Arbitration gains ground in Singapore

Cases on rise from six recorded in 2009 to 46 last year

The Singapore Chamber of Maritime Arbitration (SCMA) plans to venture into other areas closely connected to the shipping industry

Dispute resolution under the SCMA is done on an informal basis, so it is difficult to judge the success of its attempts to gain a large slice of the global maritime caseload.

The problem is that arbitration under the SCMA is unadministered and the parties involved have no obligation to report to the chamber.

“It is hard for them to track the numbers. It is more of a marketing machinery that creates awareness,” said Singaporean maritime law stalwart Jude Benny of Joseph Tan Jude Benny.

Getting more feedback is something that SCMA executive director Dennis Chan would like.

“We need feedback and reporting. The data allows us to tweak the rules and develop different products that meet the industry’s needs,” he said.

Even though the data that SCMA does have may not give the full picture in terms of volume, it provides insight into how arbitration is gaining traction in Singapore.

The number of arbitrations has been rising steadily since 2009, when a mere six were recorded. Last year, the number reached 46, with 57% involving bunker claims. Charterparty disputes made up 35% and the rest were a mix of sale-and-purchase (S&P), shipyard and shipmanagement disputes.

“We expect a robust 2017. There has been a significant uptick in the number of cases since the fourth quarter of last year. We have already registered 17 cases during the first quarter of this year,” Chan said.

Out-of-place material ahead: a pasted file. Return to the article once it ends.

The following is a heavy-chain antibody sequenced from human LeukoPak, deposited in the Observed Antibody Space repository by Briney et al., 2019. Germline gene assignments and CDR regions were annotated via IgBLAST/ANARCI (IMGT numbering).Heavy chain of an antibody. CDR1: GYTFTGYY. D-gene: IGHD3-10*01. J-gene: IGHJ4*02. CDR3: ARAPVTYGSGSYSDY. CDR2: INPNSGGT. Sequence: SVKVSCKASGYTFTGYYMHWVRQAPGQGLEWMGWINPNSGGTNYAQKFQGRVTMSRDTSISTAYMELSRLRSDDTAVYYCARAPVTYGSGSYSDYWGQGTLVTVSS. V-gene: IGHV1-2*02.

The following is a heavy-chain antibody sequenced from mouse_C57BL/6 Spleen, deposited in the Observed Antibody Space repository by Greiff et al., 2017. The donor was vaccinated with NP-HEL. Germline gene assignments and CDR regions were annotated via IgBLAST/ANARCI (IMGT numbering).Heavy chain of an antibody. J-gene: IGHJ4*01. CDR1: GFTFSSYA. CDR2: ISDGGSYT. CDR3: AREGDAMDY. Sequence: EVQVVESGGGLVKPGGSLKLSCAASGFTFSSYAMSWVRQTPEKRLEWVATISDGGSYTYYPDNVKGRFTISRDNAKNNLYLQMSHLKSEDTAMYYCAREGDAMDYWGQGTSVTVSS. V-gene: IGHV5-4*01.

He credits this continued growth to the efforts of his predecessors during the early days of the organisation’s relaunch seven years ago.

“We are reaping the benefits of the work done before. The disputes being arbitrated today are a result of clauses that were inserted into contracts two, three, four years ago,” he said.

Benny concurs. “The SCMA needed a certain gestation period for clauses to come in,” he said.

John Simpson, managing partner of Ince & Co’s Singapore office, says a growing number of contracts have the SCMA written into them.

“That is the first step. What SCMA really needs is a big arbitration hearing to get it noticed,” he said.

The SCMA is funded by the Maritime & Port Authority of Singapore and the Singapore Maritime Foundation as part of their effort to build the country into a major maritime dispute-resolution centre.